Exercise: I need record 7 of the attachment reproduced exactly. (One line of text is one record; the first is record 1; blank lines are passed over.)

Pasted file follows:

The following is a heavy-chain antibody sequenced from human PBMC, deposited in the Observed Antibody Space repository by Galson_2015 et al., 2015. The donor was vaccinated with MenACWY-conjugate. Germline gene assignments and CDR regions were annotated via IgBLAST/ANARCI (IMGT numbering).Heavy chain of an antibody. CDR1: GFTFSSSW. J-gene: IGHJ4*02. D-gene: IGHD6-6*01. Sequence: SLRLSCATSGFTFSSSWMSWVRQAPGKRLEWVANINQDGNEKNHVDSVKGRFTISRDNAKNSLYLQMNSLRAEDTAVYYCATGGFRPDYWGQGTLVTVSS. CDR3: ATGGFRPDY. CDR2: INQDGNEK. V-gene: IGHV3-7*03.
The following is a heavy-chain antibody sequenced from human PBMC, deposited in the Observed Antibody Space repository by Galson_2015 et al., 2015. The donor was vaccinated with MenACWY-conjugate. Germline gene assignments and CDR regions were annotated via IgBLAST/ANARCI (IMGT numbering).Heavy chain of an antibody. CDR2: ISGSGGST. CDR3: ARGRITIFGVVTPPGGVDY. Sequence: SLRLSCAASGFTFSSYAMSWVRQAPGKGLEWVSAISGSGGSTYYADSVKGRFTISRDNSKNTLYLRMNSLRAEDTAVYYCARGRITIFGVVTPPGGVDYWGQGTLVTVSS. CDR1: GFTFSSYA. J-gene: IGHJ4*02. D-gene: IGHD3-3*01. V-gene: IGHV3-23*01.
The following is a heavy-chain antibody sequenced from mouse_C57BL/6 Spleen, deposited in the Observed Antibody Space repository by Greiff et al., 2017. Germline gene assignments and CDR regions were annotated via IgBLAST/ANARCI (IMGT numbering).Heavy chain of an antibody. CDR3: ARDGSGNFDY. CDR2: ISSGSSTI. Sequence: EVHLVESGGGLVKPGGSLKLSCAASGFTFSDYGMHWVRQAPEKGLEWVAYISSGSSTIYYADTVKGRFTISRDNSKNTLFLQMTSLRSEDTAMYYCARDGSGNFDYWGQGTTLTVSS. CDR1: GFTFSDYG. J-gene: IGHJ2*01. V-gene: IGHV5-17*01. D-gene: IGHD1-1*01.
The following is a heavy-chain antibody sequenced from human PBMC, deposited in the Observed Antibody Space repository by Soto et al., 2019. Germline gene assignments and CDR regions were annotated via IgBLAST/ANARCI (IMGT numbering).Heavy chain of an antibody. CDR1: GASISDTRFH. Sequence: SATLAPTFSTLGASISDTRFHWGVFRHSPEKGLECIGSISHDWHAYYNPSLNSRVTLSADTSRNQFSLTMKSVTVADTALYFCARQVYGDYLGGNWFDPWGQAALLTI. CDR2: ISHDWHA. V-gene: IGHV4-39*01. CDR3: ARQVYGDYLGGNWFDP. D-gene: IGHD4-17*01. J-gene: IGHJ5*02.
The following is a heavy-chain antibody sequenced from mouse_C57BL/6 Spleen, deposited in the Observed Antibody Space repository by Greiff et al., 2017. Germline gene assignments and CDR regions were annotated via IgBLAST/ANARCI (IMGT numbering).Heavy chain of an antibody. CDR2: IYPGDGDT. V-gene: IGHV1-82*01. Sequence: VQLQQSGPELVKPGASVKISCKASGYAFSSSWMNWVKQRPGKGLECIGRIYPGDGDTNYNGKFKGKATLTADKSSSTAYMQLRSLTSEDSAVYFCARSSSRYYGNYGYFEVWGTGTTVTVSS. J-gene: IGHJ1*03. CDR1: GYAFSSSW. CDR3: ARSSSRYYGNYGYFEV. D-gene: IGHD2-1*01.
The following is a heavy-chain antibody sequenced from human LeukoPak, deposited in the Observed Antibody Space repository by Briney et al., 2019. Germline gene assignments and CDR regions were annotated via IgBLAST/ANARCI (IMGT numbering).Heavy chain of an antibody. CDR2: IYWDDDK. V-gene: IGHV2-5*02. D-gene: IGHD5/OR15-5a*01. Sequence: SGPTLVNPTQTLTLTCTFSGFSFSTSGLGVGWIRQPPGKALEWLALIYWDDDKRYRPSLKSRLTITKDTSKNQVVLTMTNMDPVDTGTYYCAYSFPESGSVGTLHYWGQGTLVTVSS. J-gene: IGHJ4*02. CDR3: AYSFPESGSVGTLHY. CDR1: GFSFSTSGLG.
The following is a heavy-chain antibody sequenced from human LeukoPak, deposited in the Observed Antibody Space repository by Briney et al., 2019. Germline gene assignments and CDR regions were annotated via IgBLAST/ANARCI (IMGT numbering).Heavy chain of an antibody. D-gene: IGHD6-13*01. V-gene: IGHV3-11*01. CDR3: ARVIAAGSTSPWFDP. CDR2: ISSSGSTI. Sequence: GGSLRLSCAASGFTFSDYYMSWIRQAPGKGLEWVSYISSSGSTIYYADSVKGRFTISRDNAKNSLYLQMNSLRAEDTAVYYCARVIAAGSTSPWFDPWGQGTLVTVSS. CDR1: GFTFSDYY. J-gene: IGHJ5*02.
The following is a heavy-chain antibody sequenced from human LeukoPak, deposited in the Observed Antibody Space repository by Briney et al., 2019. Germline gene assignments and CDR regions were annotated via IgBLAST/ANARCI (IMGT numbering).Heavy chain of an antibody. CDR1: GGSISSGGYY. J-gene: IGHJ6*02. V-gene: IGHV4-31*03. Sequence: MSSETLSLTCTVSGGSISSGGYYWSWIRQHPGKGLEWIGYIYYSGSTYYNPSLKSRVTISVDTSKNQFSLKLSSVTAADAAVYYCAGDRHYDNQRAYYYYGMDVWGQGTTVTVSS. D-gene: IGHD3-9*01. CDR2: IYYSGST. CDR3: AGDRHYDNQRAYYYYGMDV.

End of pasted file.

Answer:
The following is a heavy-chain antibody sequenced from human LeukoPak, deposited in the Observed Antibody Space repository by Briney et al., 2019. Germline gene assignments and CDR regions were annotated via IgBLAST/ANARCI (IMGT numbering).Heavy chain of an antibody. D-gene: IGHD6-13*01. V-gene: IGHV3-11*01. CDR3: ARVIAAGSTSPWFDP. CDR2: ISSSGSTI. Sequence: GGSLRLSCAASGFTFSDYYMSWIRQAPGKGLEWVSYISSSGSTIYYADSVKGRFTISRDNAKNSLYLQMNSLRAEDTAVYYCARVIAAGSTSPWFDPWGQGTLVTVSS. CDR1: GFTFSDYY. J-gene: IGHJ5*02.